Think no one will know if you don't scoop your pup's poop?
If some residents at a Baltimore condo have their way, derelict dog owners could be routed out with the help of an unlikely high-tech tool: DNA testing.
When board members of the Scarlett Place condo association meet tonight, they plan to consider a proposal that would require dog-owning residents to submit their pets to mandatory DNA testing -- all in an effort to prevent mounds of poop from piling up.
"We pay all this money, and we're walking around stepping in dog poop. We bring guests over, and this is what they're greeted by. It's embarrassing for me as a dog owner and as someone who lives in this building," Steve Frans, a condo board member and champion of the proposal, told the Baltimore Sun.
"Some people think it's funny. But you know, this seems to be a reasonable, objective way to say, 'This is your poop, you're responsible.'"
According to the proposal, dog owners at the Scarlett Place condo would have to pay $50 upfront per dog to cover the costs of the DNA test and supplies, and then $10 each month to pay for building staff to collect stray poop and send it to a lab for testing. Any negligent dog owner would face a $500 fine.
But some of the condo's dog owners say that supporters of the proposal are barking up the wrong tree.
"At this point, I'm like, it's just pooposterous," Richard Hopp, a Scarlett Place dog owner and attorney, told ABCNews.com. "It's like living in a Seinfeld episode."
As a pet owner who cleans up after his dog, Sparky, he said he doesn't think it's fair that he and other conscientious dog owners should have to shoulder the costs of those who don't scoop their dogs' waste.
While some residents complain about dog droppings around the building and even in the complex itself, Hopp said he has observed this only on "the rarest of occasions.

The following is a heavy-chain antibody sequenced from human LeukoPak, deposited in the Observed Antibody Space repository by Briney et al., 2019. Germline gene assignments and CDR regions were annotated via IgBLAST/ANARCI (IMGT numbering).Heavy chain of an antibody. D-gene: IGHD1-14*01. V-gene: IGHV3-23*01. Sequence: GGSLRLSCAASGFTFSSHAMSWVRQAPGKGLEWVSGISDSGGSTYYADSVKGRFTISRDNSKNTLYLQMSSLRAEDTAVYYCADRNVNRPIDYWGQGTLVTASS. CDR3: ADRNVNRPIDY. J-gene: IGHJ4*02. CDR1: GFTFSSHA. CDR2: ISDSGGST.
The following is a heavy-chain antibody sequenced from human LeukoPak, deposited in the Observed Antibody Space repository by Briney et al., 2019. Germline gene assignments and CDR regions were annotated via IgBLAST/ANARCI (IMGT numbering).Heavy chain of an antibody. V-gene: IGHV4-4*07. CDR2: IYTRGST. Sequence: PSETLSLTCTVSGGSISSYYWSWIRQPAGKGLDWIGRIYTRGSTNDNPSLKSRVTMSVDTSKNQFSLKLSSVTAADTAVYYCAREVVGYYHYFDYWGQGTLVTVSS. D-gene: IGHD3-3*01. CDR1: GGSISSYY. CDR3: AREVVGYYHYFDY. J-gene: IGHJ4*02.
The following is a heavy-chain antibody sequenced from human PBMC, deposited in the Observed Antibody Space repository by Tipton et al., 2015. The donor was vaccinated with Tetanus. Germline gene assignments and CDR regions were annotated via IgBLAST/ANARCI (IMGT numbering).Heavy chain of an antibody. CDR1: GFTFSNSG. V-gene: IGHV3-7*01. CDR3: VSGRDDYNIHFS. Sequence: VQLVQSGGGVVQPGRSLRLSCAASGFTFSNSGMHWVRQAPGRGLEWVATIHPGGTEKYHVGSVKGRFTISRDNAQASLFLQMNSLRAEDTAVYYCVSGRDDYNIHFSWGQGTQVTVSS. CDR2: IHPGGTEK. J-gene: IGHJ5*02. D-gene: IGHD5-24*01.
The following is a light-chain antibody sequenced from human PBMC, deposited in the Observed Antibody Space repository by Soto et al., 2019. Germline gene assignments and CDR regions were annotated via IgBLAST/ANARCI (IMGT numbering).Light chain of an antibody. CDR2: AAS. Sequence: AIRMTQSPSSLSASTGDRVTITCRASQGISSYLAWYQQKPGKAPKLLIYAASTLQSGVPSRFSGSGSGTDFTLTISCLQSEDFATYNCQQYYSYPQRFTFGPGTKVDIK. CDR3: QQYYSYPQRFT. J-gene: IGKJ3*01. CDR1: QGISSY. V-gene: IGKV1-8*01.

"My main concern about this is that the proposal to DNA test all of the dogs in the building is completely out of proportion to any problem that's being presented," he said, adding that money might be better spent on security cameras.
But the president of BioPet Vet Lab, which offers the DNA testing program, told ABCNews.com that in the few communities that use the product unscooped dog waste appears to be on the decline.
"What we're finding is that most people, after it's been implemented, clean up after their dogs," said Jim Simpson.
He said his company launched the PooPrints program earlier this year, and a handful of communities across the United States are already using it.
Once a community signs on to the program, BioPet sends the building or complex enough DNA ID kits for each pet.
The pet owners or building managers use the kits to swab the dogs' cheeks to collect the DNA samples and then send them back to BioPet, which then stores the results in a database.
"If they ever have a situation, a small portion of that feces is mailed to our lab to see if there is a match," Simpson said, adding that the feces is shipped with a special chemical in a sealed container to preserve the sample.
Once the building knows which pet owner is responsible, he said it's up to the property manager to determine how to handle the offenders. Some buildings fine negligent owners, others list the names in newsletters.
Although none of the PooPrints clients have yet sent back a feces sample from a potential violator, test trials have shown that the technology works, Simpson said.
Still, in Baltimore, the woman who would be responsible for picking up the poop and mailing it in is none too happy about her possible new duties.
"How has it got to this point where we have to have a CSI thing going on?" Rita Shriver, Scarlett Place's building manager, told the Baltimore Sun. "This is just insane."